Country Life Magazine gives Karoo Keepsakes II a Thumbs-up!

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Die Tuishuise in Cradock – one of the great Karoo Keepsakes.

Words by Julia Lloyd

Photographs by Chris Marais

We really are talking about giants here. An extraordinary husband and wife team of travelling writers who have produced, in turn, a giant of a book  – a chronicle of their love affair with the characters, creatures and towns of the Karoo, an area many of us have regarded as little more than a vast stubborn space in our way between north and south.

Read their collection of tales in Karoo Keepsakes II, and let Chris and Julienne introduce you to the generous, eccentric, tough, optimistic soul of their beloved Heartland.  And then join the throng of fans who want this duo crowned King and Queen of the Karoo.

Nobody deserves this title more. How else but through their exceptional nose for ferreting out stories by the potjievol, would we learn of the singers, the healers, the dancing queens, the wind pump surgeons and the rogues of this semi-desert? The artists, the book collectors, the home cooks, the restorers and the holders of the secret recipe to Oom Daan’s pie?

Karoo Keepsakes II – another five years of Heartland magic.

“I’ve been a journalist for 40 years and I’ve always wanted to find a patch of this world to play and work in,”says Chris. “The Karoo has become that patch. Every year I spend in the Karoo I find new stuff: fantastic people, great critters, wide landscapes, lots of space, the light at the bookends of day. Legends and eccentrics and saints, and hedgehogs in the headlights at sundown.”

Veterans of travel, the pair spent decades (jointly and separately) visiting and writing about some of the most exotic and far-flung spots on earth before bee-lining for the Karoo. Julienne, a journalist of 25 years, also edited an award-winning ecology magazine and remains hugely committed to environmental issues (Don’t Frack with the Karoo is up there on her list).

She clearly remembers the moment she knew she and Chris would settle in the Karoo. “It was in 2001. We stopped beside a spinning wind pump in the Karoo and listened as it clanked and creaked to itself, pulling up the fresh water that splashed into a nearby dam. When the wind stopped for a few minutes, the utter silence and the space brought a feeling of such indescribable sweetness. The fragrance of the Karoo bossies rose in the summer heat, and then the road began to sing as a distant truck approached. I was enchanted. That was when the Karoo had me.”

The sunset hedgehog – one of the critters of Karoo Keepsakes II.

Seven years ago, with four co-written books behind them – two on Namibia and two on the people and places along South Africa’s coastline – they moved from the Big Smoke to Cradock in the Eastern Cape. It signalled the start of their first Karoo treasure Karoo Keepsakes, also an anthology of Heartland stories that was published in 2009.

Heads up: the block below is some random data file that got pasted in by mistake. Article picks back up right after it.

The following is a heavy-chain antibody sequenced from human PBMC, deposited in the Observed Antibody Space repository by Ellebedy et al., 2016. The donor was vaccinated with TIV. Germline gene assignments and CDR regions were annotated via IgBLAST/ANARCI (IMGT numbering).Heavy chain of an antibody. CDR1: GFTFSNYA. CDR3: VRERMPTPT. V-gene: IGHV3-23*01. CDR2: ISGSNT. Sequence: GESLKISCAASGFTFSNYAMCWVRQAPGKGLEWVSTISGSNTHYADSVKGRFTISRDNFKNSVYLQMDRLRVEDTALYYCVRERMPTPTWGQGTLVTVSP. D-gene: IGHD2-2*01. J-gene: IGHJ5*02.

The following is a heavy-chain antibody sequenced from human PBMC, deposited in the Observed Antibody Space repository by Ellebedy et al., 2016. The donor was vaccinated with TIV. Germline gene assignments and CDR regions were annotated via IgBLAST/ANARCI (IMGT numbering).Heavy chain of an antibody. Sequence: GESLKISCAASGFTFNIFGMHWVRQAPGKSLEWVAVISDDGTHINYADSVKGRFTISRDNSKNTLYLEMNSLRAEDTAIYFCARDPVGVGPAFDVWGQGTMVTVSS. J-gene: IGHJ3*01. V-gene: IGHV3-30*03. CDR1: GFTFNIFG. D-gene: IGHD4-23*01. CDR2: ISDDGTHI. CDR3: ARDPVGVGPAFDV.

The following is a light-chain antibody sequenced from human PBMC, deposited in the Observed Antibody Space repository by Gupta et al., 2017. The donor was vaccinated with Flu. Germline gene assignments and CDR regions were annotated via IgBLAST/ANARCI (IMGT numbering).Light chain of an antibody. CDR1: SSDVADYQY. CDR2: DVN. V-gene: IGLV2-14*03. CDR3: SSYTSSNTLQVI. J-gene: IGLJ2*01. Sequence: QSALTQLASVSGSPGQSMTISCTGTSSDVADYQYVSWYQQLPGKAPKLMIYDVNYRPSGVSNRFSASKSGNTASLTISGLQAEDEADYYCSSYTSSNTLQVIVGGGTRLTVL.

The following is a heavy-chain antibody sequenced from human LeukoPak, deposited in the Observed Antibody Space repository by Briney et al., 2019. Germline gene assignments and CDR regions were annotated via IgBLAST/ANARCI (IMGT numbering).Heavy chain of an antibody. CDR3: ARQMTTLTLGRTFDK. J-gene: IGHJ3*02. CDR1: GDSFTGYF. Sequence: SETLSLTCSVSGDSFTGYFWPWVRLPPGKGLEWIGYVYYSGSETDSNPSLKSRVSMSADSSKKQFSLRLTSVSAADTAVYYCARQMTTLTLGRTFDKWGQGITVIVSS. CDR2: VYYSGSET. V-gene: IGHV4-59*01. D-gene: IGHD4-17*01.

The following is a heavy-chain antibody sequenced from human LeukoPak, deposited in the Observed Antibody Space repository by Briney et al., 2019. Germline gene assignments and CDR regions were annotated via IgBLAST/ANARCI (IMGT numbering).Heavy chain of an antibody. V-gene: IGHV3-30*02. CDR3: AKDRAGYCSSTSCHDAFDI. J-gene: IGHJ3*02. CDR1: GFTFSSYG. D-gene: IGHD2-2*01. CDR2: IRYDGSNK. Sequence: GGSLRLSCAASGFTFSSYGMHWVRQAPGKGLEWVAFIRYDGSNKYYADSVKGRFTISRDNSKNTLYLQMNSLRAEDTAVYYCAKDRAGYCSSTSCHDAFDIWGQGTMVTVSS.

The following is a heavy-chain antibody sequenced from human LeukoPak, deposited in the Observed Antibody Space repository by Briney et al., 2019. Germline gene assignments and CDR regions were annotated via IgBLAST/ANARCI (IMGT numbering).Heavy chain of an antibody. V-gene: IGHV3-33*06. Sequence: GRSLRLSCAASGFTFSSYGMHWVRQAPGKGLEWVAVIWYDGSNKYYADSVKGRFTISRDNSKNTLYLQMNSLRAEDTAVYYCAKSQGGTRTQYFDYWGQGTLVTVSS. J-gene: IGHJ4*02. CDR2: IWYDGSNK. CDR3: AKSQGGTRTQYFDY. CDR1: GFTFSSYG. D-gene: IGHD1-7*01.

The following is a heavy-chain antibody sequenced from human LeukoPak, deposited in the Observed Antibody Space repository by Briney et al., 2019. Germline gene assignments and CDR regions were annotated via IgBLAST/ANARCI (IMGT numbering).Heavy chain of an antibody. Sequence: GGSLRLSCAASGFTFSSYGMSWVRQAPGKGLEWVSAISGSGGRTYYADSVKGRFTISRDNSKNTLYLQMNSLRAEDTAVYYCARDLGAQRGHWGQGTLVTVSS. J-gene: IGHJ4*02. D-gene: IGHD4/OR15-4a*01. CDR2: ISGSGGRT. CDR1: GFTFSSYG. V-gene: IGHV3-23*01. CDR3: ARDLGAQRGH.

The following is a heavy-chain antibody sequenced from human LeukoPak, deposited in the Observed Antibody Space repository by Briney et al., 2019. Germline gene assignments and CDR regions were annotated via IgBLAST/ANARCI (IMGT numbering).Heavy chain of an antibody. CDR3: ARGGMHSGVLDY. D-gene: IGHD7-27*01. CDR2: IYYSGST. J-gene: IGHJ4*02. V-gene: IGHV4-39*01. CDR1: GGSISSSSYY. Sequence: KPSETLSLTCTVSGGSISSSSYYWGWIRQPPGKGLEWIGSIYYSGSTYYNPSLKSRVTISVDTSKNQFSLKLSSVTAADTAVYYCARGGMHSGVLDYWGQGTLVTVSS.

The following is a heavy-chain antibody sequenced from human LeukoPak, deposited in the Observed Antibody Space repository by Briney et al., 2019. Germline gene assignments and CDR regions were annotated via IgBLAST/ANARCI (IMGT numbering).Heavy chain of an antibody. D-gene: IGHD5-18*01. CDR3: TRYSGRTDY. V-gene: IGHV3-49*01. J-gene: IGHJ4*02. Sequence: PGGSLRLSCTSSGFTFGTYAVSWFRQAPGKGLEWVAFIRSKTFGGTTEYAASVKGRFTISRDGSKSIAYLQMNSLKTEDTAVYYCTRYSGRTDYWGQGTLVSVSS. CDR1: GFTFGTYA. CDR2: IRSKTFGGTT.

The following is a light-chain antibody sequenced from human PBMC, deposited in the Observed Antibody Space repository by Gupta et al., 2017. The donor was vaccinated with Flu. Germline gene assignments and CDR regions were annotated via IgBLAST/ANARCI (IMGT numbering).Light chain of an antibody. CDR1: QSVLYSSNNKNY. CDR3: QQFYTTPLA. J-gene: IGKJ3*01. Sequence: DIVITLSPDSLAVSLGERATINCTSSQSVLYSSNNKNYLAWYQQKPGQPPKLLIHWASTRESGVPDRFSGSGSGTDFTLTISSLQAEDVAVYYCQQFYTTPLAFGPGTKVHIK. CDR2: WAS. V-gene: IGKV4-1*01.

As with Keepsakes II, it just evolved. There was no Big Decision To Write A Book. Just the decision to take on any adventure, and pack up the diesel bakkie, oftentimes on a whim, settle TwoPack (their German shepherd) into his spot on the back seat, and hit the road. At the end of Karoo Keepsakes they write, ‘It’s not the last word on the Karoo – that book lies somewhere in the future for someone to write.’

Well, here it is, and hopefully there will be another. And another. It’s a likely scenario because it’s hard, no impossible, to imagine this story ending for Chris and Julienne. And in any case, as Julienne says, “Karoo people are wonderful storytellers. Perhaps it’s so many years of living without television, or simply because people who live in wide-open spaces like to be sociable, and are generous with their knowledge.”

But the real treat of this book is that it’s firsthand and spontaneous, each story illustrated with Chris’s exuberant photographs. It makes it so easy to rejoice with Jules and Chris at the festivals they take us to, to share their feast at Auntie Evelyn se Eetplek, to listen with them to Calvinia’s traffic cop Boeta Gammie strum a mean riff on his guitar, and to join in and watch Margrieta Botha use boeremusiek to better train her donkeys.

It’s their never-ending quilt, stitched in place with sensitivity and delight, and one that invites us to revel in all the people and all the places of our country’s heart, and kick up our heels in its glorious, gritty dust.

This review appears in the November 2013 issue of Country Life Magazine, our major print partner. For more on Country Life, visit

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The wire car kids of Philipstown – a big feature in Karoo Keepsakes II.


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